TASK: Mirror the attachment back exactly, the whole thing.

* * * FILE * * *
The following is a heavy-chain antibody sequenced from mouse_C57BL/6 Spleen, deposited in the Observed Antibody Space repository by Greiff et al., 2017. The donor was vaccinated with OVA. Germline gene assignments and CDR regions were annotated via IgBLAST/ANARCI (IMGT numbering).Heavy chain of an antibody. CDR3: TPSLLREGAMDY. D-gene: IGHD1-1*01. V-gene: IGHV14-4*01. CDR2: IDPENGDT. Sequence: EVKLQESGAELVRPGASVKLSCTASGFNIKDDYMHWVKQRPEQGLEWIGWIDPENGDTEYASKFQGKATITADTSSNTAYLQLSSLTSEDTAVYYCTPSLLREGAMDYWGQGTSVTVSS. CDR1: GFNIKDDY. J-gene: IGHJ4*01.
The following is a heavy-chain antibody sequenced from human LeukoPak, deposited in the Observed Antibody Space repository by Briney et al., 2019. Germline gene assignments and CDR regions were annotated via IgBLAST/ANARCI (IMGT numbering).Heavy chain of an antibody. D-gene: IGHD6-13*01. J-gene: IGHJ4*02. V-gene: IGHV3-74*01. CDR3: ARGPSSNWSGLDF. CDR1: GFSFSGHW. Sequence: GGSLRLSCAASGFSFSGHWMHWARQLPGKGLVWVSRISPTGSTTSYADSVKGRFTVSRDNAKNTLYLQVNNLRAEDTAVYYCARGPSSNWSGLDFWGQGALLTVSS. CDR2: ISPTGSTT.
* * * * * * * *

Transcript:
The following is a heavy-chain antibody sequenced from mouse_C57BL/6 Spleen, deposited in the Observed Antibody Space repository by Greiff et al., 2017. The donor was vaccinated with OVA. Germline gene assignments and CDR regions were annotated via IgBLAST/ANARCI (IMGT numbering).Heavy chain of an antibody. CDR3: TPSLLREGAMDY. D-gene: IGHD1-1*01. V-gene: IGHV14-4*01. CDR2: IDPENGDT. Sequence: EVKLQESGAELVRPGASVKLSCTASGFNIKDDYMHWVKQRPEQGLEWIGWIDPENGDTEYASKFQGKATITADTSSNTAYLQLSSLTSEDTAVYYCTPSLLREGAMDYWGQGTSVTVSS. CDR1: GFNIKDDY. J-gene: IGHJ4*01.
The following is a heavy-chain antibody sequenced from human LeukoPak, deposited in the Observed Antibody Space repository by Briney et al., 2019. Germline gene assignments and CDR regions were annotated via IgBLAST/ANARCI (IMGT numbering).Heavy chain of an antibody. D-gene: IGHD6-13*01. J-gene: IGHJ4*02. V-gene: IGHV3-74*01. CDR3: ARGPSSNWSGLDF. CDR1: GFSFSGHW. Sequence: GGSLRLSCAASGFSFSGHWMHWARQLPGKGLVWVSRISPTGSTTSYADSVKGRFTVSRDNAKNTLYLQVNNLRAEDTAVYYCARGPSSNWSGLDFWGQGALLTVSS. CDR2: ISPTGSTT.